Album Review: Killer Mike’s R.A.P. Music

Strap in, and strap up. R.A.P. Music, the sixth album by Atlanta rapper Killer Mike, is a rare combination of Southern gangsta rap and socially-conscious hip hop. Maybe we should follow Killer’s cue and label it “R.A.P. music,” an acronym for “rebellious African people’s” music. The album starts off the bass-bumpin’ “Big Beast”, featuring Bun B, T.I., and Trouble. “For me,” Killer tells SPIN magazine, “to start the album off with it, I just wanted a banging-ass track!” Beginning with the second track “Untitled,” Killer immediately moves onto more thought-provoking lyrics without abandoning the Southern gangsta tone and instrumentals by Brooklyn producer El-P. (“That’s why I’m giving honor to all these baby mommas/ It takes a woman’s womb to make a Christ or Dalai Lama.”)

The song “JoJo’s Chillin’” is reminiscent of  Slick Rick’s “Children’s Story,” telling the series of events during a man’s plane ride from Atlanta to New York. “Reagan” is reminiscent of N.W.A., with its politically and racially-charged lyrics and accusations of systematic oppression. (“They declared the war on drugs like the war on terror/ What it really did was let the police terrorize whoever.”) Even though the song is pointed at President Reagan and Reagan Republicans – the song is interspersed with audio recordings of Reagan during the Iran-Contra scandal – Killer unwaveringly takes on all politicians, lumping Obama together with both Bushes. (“They only love the rich, and how they loathe the poor/ If I say any more, they might be at my door.”)

“A lot of people try to peg me as a political rapper and I’m not,” Killer tells SPIN. “I’m a social commentator and at times people have politicized the things I say, but I don’t care too much for any political party. I care about people.” Despite his intentions, he ends the track on a militant note: “I’m glad Reagan’s dead.”

Killer gives us some more of his inner N.W.A. with the track “Don’t Die,” his incarnation of “F— tha Police.” Before the beat drops, you hear an old-school video game-based beat (Ninja Gaiden?). Now, a video-game instrumental might sound light-hearted, but the way El-P mixes it together gives an ominous effect and establishes the song’s dark tone – with lyrics like “Back to the scene, going wild in the bedroom/ Grab the cop’s gun, left him leaking with a head wound.” Again, like “Reagan” – and maybe as a nod to his West Coast influences – Killer ends the song with the infamous anti-establishment line: “F— the police is still all I gotta say.”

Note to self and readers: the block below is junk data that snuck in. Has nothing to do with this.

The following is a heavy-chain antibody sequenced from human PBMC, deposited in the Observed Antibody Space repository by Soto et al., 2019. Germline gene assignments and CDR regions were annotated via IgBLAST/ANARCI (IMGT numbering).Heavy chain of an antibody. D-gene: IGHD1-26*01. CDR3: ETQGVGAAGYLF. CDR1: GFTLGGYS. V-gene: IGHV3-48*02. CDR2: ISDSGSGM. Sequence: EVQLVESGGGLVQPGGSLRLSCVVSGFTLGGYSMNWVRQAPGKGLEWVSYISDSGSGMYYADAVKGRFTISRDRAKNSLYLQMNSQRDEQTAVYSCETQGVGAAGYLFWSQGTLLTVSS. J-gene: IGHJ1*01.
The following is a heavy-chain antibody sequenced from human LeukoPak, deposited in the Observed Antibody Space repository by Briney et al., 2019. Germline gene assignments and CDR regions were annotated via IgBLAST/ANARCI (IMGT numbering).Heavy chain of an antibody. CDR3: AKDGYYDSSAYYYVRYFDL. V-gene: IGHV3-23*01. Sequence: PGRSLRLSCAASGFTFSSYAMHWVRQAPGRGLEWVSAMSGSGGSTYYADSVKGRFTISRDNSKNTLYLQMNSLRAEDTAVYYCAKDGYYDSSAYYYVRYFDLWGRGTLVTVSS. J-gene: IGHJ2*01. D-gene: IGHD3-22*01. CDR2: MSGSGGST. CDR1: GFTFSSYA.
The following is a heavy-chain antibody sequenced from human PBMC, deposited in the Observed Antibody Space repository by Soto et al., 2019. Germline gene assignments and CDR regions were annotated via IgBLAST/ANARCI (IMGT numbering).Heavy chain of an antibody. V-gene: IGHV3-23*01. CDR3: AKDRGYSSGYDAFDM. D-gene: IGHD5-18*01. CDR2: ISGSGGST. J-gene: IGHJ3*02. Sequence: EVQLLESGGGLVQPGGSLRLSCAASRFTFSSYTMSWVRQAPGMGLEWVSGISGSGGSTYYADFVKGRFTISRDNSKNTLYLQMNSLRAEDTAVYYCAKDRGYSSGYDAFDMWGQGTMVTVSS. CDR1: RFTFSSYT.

“Anywhere But Here” is an easy-going, socially-conscious track about the hardships and atrocities witnessed by inner-city youth. From images of police brutality and murder, to black boys selling drugs in the park, Killer deftly illustrates the cold, hard streets he’s accustomed to… Well, as much as someone can grow accustomed to such things.

My favorite part of the song comes in the second verse, where Killer provides his theory as to why boys in the projects don a cold-blooded persona: “From now forthward, these young black boys seem to self-sabotage they selves/ Or maybe they’re just smart, and they choose to go hard, ‘cause they know the good guy will fail.”

Killer provides us with a mini-biography in the track “Willie Burke Sherwood,” an ode to his deceased grandfather. In the song, the rapper talks about struggling to cope as a young boy unaligned with his surroundings: “Jumped to the block, so did every emcee/ But gotta tell the truth, yeah, the block wasn’t me.” Seeing his friends and family members die violently, Killer explains the transformation: “Had to assert yourself to survive/ So I convinced myself it was better for me to be Jack in the Lord of the Flies.”

The entire album will make you think you’re listening to a new-millennium version of Straight Outta Compton, but this is no mere imitation. Killer Mike comes hard with vicious social criticism, bleak portrayals of inner-city life, and informed political and racial commentary. Of course, he throws in a few tracks for the long nights at the club, as well. After all, he’s reppin’ ATL, ain’t he?

Killer Mike is on tour this summer with El-P (the sole producer on R.A.P. Music) and Brooklyn’s own Mr. MFN eXquire. Since releasing his 2011 mixtape, “Lost in Translation,” which was met with a huge critical response, Mr. Motherf—-n eXquire has been compared to past Brookyln greats like Jay-Z and even Biggie Smalls.

Killer Mike will be performing at at the North Coast Music Festival on September 1st.